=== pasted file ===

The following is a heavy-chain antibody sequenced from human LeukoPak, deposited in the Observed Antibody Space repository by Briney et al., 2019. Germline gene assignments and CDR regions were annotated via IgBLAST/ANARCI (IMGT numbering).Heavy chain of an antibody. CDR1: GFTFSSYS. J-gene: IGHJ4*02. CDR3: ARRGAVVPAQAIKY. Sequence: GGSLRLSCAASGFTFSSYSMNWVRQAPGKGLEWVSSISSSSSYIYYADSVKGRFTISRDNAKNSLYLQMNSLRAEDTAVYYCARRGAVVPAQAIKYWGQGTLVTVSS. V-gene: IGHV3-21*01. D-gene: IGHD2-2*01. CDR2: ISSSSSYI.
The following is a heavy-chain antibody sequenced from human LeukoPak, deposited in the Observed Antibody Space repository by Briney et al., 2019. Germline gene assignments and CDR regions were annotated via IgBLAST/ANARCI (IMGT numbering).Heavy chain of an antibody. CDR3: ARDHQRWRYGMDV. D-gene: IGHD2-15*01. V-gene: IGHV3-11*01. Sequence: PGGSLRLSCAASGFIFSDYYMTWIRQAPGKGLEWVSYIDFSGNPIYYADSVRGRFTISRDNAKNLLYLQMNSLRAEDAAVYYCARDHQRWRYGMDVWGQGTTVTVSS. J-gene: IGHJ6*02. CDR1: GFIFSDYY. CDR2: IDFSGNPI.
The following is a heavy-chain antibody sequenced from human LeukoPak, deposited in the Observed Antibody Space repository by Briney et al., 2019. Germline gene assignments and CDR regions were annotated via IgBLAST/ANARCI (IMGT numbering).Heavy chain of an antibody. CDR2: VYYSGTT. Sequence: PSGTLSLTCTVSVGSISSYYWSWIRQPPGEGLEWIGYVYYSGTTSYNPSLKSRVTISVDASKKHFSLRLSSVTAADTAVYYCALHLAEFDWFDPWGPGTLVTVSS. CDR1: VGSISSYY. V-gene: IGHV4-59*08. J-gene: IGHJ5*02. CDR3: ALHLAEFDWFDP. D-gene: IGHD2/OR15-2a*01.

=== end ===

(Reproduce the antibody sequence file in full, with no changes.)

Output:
The following is a heavy-chain antibody sequenced from human LeukoPak, deposited in the Observed Antibody Space repository by Briney et al., 2019. Germline gene assignments and CDR regions were annotated via IgBLAST/ANARCI (IMGT numbering).Heavy chain of an antibody. CDR1: GFTFSSYS. J-gene: IGHJ4*02. CDR3: ARRGAVVPAQAIKY. Sequence: GGSLRLSCAASGFTFSSYSMNWVRQAPGKGLEWVSSISSSSSYIYYADSVKGRFTISRDNAKNSLYLQMNSLRAEDTAVYYCARRGAVVPAQAIKYWGQGTLVTVSS. V-gene: IGHV3-21*01. D-gene: IGHD2-2*01. CDR2: ISSSSSYI.
The following is a heavy-chain antibody sequenced from human LeukoPak, deposited in the Observed Antibody Space repository by Briney et al., 2019. Germline gene assignments and CDR regions were annotated via IgBLAST/ANARCI (IMGT numbering).Heavy chain of an antibody. CDR3: ARDHQRWRYGMDV. D-gene: IGHD2-15*01. V-gene: IGHV3-11*01. Sequence: PGGSLRLSCAASGFIFSDYYMTWIRQAPGKGLEWVSYIDFSGNPIYYADSVRGRFTISRDNAKNLLYLQMNSLRAEDAAVYYCARDHQRWRYGMDVWGQGTTVTVSS. J-gene: IGHJ6*02. CDR1: GFIFSDYY. CDR2: IDFSGNPI.
The following is a heavy-chain antibody sequenced from human LeukoPak, deposited in the Observed Antibody Space repository by Briney et al., 2019. Germline gene assignments and CDR regions were annotated via IgBLAST/ANARCI (IMGT numbering).Heavy chain of an antibody. CDR2: VYYSGTT. Sequence: PSGTLSLTCTVSVGSISSYYWSWIRQPPGEGLEWIGYVYYSGTTSYNPSLKSRVTISVDASKKHFSLRLSSVTAADTAVYYCALHLAEFDWFDPWGPGTLVTVSS. CDR1: VGSISSYY. V-gene: IGHV4-59*08. J-gene: IGHJ5*02. CDR3: ALHLAEFDWFDP. D-gene: IGHD2/OR15-2a*01.